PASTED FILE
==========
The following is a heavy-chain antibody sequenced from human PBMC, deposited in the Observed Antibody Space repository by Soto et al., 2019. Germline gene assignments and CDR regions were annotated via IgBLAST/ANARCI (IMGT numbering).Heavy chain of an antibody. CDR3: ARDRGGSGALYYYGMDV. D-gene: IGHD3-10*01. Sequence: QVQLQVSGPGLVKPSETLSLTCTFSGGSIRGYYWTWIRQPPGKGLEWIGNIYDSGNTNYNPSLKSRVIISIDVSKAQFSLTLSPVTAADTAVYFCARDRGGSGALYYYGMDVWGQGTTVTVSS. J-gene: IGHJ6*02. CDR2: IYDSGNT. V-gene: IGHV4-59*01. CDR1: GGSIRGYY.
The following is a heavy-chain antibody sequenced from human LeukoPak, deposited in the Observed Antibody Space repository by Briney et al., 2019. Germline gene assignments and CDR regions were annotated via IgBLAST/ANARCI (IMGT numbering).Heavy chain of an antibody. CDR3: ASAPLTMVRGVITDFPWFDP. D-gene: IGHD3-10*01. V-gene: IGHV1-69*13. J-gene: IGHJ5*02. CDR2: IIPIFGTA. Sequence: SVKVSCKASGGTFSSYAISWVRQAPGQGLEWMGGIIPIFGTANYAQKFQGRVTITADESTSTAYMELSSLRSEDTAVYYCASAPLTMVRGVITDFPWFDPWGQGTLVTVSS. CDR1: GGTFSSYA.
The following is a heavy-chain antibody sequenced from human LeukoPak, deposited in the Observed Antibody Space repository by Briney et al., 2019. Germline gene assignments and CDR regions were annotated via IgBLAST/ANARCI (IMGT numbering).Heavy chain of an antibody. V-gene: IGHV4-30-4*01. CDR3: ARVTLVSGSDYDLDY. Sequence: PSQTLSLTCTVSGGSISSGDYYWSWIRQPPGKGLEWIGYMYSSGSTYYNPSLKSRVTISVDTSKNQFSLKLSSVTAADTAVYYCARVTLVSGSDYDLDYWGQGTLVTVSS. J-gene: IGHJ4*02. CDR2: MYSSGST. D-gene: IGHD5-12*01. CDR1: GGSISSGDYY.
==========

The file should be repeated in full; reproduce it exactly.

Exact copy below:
The following is a heavy-chain antibody sequenced from human PBMC, deposited in the Observed Antibody Space repository by Soto et al., 2019. Germline gene assignments and CDR regions were annotated via IgBLAST/ANARCI (IMGT numbering).Heavy chain of an antibody. CDR3: ARDRGGSGALYYYGMDV. D-gene: IGHD3-10*01. Sequence: QVQLQVSGPGLVKPSETLSLTCTFSGGSIRGYYWTWIRQPPGKGLEWIGNIYDSGNTNYNPSLKSRVIISIDVSKAQFSLTLSPVTAADTAVYFCARDRGGSGALYYYGMDVWGQGTTVTVSS. J-gene: IGHJ6*02. CDR2: IYDSGNT. V-gene: IGHV4-59*01. CDR1: GGSIRGYY.
The following is a heavy-chain antibody sequenced from human LeukoPak, deposited in the Observed Antibody Space repository by Briney et al., 2019. Germline gene assignments and CDR regions were annotated via IgBLAST/ANARCI (IMGT numbering).Heavy chain of an antibody. CDR3: ASAPLTMVRGVITDFPWFDP. D-gene: IGHD3-10*01. V-gene: IGHV1-69*13. J-gene: IGHJ5*02. CDR2: IIPIFGTA. Sequence: SVKVSCKASGGTFSSYAISWVRQAPGQGLEWMGGIIPIFGTANYAQKFQGRVTITADESTSTAYMELSSLRSEDTAVYYCASAPLTMVRGVITDFPWFDPWGQGTLVTVSS. CDR1: GGTFSSYA.
The following is a heavy-chain antibody sequenced from human LeukoPak, deposited in the Observed Antibody Space repository by Briney et al., 2019. Germline gene assignments and CDR regions were annotated via IgBLAST/ANARCI (IMGT numbering).Heavy chain of an antibody. V-gene: IGHV4-30-4*01. CDR3: ARVTLVSGSDYDLDY. Sequence: PSQTLSLTCTVSGGSISSGDYYWSWIRQPPGKGLEWIGYMYSSGSTYYNPSLKSRVTISVDTSKNQFSLKLSSVTAADTAVYYCARVTLVSGSDYDLDYWGQGTLVTVSS. J-gene: IGHJ4*02. CDR2: MYSSGST. D-gene: IGHD5-12*01. CDR1: GGSISSGDYY.